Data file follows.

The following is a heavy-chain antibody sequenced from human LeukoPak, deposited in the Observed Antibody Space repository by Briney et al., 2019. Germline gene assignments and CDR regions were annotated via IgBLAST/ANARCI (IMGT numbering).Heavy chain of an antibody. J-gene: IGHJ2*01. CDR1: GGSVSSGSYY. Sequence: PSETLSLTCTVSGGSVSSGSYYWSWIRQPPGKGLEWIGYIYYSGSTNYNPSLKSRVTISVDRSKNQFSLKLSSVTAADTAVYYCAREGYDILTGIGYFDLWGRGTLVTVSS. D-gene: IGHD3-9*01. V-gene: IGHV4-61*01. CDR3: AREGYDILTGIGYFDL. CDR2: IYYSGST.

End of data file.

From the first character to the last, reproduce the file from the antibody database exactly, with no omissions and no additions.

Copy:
The following is a heavy-chain antibody sequenced from human LeukoPak, deposited in the Observed Antibody Space repository by Briney et al., 2019. Germline gene assignments and CDR regions were annotated via IgBLAST/ANARCI (IMGT numbering).Heavy chain of an antibody. J-gene: IGHJ2*01. CDR1: GGSVSSGSYY. Sequence: PSETLSLTCTVSGGSVSSGSYYWSWIRQPPGKGLEWIGYIYYSGSTNYNPSLKSRVTISVDRSKNQFSLKLSSVTAADTAVYYCAREGYDILTGIGYFDLWGRGTLVTVSS. D-gene: IGHD3-9*01. V-gene: IGHV4-61*01. CDR3: AREGYDILTGIGYFDL. CDR2: IYYSGST.